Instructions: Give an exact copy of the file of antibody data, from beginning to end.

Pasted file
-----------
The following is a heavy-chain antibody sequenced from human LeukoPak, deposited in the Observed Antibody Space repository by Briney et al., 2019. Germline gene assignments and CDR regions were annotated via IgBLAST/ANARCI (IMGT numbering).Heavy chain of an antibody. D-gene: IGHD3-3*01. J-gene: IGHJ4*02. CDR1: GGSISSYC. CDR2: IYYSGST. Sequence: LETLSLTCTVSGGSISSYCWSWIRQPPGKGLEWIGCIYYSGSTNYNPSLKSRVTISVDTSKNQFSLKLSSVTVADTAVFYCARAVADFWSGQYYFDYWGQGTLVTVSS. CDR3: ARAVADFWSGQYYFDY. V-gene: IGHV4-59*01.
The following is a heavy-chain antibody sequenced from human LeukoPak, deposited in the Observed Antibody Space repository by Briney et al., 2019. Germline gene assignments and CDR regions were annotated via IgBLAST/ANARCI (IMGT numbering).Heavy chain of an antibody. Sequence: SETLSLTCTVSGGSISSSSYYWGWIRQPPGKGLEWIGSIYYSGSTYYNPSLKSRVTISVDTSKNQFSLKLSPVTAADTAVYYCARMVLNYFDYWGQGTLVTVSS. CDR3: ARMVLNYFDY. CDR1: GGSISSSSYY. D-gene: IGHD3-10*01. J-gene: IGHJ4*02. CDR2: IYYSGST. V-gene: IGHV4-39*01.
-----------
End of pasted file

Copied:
The following is a heavy-chain antibody sequenced from human LeukoPak, deposited in the Observed Antibody Space repository by Briney et al., 2019. Germline gene assignments and CDR regions were annotated via IgBLAST/ANARCI (IMGT numbering).Heavy chain of an antibody. D-gene: IGHD3-3*01. J-gene: IGHJ4*02. CDR1: GGSISSYC. CDR2: IYYSGST. Sequence: LETLSLTCTVSGGSISSYCWSWIRQPPGKGLEWIGCIYYSGSTNYNPSLKSRVTISVDTSKNQFSLKLSSVTVADTAVFYCARAVADFWSGQYYFDYWGQGTLVTVSS. CDR3: ARAVADFWSGQYYFDY. V-gene: IGHV4-59*01.
The following is a heavy-chain antibody sequenced from human LeukoPak, deposited in the Observed Antibody Space repository by Briney et al., 2019. Germline gene assignments and CDR regions were annotated via IgBLAST/ANARCI (IMGT numbering).Heavy chain of an antibody. Sequence: SETLSLTCTVSGGSISSSSYYWGWIRQPPGKGLEWIGSIYYSGSTYYNPSLKSRVTISVDTSKNQFSLKLSPVTAADTAVYYCARMVLNYFDYWGQGTLVTVSS. CDR3: ARMVLNYFDY. CDR1: GGSISSSSYY. D-gene: IGHD3-10*01. J-gene: IGHJ4*02. CDR2: IYYSGST. V-gene: IGHV4-39*01.